Let’s talk about my city, so I’ll try to give you a comprehensive yet concise overview of the best things to do and see in Verona in one or more days.
Verona is characterized by various aspects, with the most notable being its title as the Italian ‘City of Love’. For this, we undoubtedly have to thank the poet William Shakespeare, who made it the setting for the story of Romeo and Juliet, a tragedy famous worldwide.
THINGS TO SEE IN VERONA
1. Arena di Verona and Piazza Bra
One of the things you should not miss is the Arena di Verona! One of the most significant examples of Roman architecture in Italy. The amphitheatre is located in the heart of the historic centre and is the symbol of the city.
Due to the lack of written sources, it has not been possible to provide a precise construction date for the amphitheatre. Its origins are estimated to be around the 1st century. However, it is undoubtedly the best-preserved ancient amphitheatre in the world.
You can take a stroll around the entire perimeter of the Arena. Alternatively, if you’d like to visit its interior, the ticket costs €12.00. I also recommend checking their website for detailed information on prices and opening hours.
I love going to the Arena on summer nights. The daytime heat gives way to a gentle evening breeze, and people are happy, eagerly anticipating listening to their favorite singer or attending a festival.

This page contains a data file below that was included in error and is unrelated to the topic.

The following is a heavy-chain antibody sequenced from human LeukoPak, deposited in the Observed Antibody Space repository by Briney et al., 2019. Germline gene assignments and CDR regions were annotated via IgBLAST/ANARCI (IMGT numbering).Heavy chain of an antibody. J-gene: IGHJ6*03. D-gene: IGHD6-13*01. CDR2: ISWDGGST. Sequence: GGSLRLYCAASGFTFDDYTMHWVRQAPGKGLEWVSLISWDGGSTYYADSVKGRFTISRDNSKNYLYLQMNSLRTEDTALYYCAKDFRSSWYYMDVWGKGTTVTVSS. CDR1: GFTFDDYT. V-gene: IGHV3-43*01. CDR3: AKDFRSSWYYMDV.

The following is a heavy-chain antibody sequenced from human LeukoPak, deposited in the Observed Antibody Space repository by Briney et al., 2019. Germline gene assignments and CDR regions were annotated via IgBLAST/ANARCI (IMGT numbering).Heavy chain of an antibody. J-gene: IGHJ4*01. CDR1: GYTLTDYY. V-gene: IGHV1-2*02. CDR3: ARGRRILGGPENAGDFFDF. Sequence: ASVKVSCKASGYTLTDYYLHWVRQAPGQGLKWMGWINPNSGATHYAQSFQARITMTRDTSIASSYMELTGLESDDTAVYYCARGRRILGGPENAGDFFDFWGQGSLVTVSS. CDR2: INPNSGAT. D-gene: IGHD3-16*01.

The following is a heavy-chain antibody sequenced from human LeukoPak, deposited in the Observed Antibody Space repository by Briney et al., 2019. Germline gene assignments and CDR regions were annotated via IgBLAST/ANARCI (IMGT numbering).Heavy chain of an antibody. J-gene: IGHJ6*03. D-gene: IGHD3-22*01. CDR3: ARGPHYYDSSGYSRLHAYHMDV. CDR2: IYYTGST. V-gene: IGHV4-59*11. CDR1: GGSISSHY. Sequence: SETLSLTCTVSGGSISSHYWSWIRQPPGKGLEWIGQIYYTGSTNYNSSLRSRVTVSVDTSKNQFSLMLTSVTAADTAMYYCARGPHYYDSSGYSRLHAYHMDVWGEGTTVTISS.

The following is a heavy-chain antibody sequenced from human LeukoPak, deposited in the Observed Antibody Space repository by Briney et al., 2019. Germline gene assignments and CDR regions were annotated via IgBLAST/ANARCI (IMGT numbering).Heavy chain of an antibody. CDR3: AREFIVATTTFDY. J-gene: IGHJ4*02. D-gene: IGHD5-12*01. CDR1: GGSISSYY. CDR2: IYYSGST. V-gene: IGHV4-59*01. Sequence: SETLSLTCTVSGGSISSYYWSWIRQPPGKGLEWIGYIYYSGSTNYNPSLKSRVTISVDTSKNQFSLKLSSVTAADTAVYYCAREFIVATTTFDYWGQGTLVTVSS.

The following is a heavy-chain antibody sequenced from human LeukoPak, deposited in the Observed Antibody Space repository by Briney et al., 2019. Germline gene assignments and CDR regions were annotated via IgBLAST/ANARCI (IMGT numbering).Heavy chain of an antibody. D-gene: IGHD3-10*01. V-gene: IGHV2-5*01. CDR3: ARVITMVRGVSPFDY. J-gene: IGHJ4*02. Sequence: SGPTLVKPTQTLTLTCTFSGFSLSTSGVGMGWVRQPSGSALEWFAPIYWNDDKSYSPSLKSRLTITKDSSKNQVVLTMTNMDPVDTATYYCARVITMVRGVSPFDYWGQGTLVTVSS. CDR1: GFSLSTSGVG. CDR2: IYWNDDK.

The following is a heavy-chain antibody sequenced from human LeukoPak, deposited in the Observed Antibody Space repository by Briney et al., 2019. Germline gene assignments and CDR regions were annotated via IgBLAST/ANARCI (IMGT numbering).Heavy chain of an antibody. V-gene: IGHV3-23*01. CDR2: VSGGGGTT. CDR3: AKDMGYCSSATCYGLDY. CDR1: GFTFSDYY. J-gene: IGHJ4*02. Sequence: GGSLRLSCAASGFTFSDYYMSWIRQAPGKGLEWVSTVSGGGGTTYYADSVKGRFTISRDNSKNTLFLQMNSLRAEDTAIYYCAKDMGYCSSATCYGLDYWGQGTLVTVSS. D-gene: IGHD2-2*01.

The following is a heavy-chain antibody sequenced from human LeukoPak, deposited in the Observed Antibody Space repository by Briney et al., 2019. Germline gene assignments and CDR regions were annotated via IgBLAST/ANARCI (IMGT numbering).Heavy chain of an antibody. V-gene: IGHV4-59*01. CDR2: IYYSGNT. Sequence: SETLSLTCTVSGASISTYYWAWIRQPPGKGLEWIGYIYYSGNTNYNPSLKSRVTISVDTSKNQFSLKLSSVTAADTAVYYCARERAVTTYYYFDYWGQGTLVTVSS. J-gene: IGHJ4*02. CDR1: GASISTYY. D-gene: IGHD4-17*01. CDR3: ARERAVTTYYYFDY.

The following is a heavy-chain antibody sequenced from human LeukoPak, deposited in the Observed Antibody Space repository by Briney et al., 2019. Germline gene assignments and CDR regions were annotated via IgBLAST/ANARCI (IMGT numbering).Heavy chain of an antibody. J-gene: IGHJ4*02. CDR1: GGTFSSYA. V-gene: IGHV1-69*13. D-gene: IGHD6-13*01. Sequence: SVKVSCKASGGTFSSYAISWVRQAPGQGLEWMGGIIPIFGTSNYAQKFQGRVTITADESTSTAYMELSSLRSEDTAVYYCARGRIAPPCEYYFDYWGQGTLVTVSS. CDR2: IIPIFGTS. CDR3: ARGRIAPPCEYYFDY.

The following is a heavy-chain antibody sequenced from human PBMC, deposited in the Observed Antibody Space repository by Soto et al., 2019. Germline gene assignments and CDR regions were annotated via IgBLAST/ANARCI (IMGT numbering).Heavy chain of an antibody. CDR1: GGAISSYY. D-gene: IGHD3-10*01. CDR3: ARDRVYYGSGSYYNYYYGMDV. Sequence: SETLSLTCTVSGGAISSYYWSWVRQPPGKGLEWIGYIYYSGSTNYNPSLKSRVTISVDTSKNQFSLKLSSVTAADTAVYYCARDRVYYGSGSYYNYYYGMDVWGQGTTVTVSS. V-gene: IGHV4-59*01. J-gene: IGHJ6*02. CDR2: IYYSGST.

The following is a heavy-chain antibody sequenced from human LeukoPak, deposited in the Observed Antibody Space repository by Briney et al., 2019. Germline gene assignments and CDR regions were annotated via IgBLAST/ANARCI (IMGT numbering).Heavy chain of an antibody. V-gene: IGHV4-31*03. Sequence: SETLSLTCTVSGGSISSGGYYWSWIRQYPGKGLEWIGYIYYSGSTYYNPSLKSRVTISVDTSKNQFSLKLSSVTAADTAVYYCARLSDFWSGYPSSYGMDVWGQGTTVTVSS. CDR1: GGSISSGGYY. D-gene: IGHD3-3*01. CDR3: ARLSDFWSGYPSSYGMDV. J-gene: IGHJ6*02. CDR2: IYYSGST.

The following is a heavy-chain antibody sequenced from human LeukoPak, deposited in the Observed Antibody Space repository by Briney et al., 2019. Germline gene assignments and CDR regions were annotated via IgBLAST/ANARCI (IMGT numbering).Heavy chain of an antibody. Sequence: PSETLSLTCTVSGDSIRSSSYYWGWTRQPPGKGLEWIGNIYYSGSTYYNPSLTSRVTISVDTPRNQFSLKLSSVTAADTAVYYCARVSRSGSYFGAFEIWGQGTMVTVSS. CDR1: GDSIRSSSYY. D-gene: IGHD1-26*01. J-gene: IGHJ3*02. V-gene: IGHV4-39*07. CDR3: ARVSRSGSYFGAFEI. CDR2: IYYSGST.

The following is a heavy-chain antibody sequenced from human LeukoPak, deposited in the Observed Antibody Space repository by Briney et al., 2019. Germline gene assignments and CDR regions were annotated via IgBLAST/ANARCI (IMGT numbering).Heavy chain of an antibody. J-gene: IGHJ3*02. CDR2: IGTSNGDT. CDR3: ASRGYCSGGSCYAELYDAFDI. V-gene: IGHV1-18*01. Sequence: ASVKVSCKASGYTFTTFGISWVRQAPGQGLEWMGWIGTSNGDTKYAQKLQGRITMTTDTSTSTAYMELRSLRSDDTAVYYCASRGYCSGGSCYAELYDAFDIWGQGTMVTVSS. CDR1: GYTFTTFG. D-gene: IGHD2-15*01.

The Arena serves as the venue for some of the city’s major events: opera festivals, concerts by renowned artists, musical events, and even volleyball matches.
If you have the chance to attend one of these magnificent events, I have a tip for you. If you’ll be seated on the stone steps, it’s better to bring a cushion with you. The stones are not particularly comfortable, and they can remain quite warm even in the evening. If you don’t have one with you, don’t worry. The numerous stalls at the entrance will be happy to assist you.
But we can’t talk about the Arena di Verona without mentioning the magnificent square that surrounds it. Let’s go and explore it!
Piazza Bra is the vast square that welcomes both locals and visitors, heralding the wonders of the city. It is the largest square in Verona, but it acquired its current appearance only in the 1500s when the architect Michele Sanmicheli helped define the western side.
Taking a 360° spin, you can admire all the main points of the square. Starting from Palazzo Barbieri, the City Hall, then turning always to your right, you’ll immediately encounter the imposing Palazzo della Gran Guardia. Right next to it, you’ll see two arches, and lifting your gaze, you’ll find an authoritative clock. Well, believe it or not, that’s the clock of the Bra gates, and it has been there since 1872!
In the mood for some shopping? Via Mazzini, the street connecting Piazza Bra to the famous Piazza Erbe, will surely have a little shop suitable for you!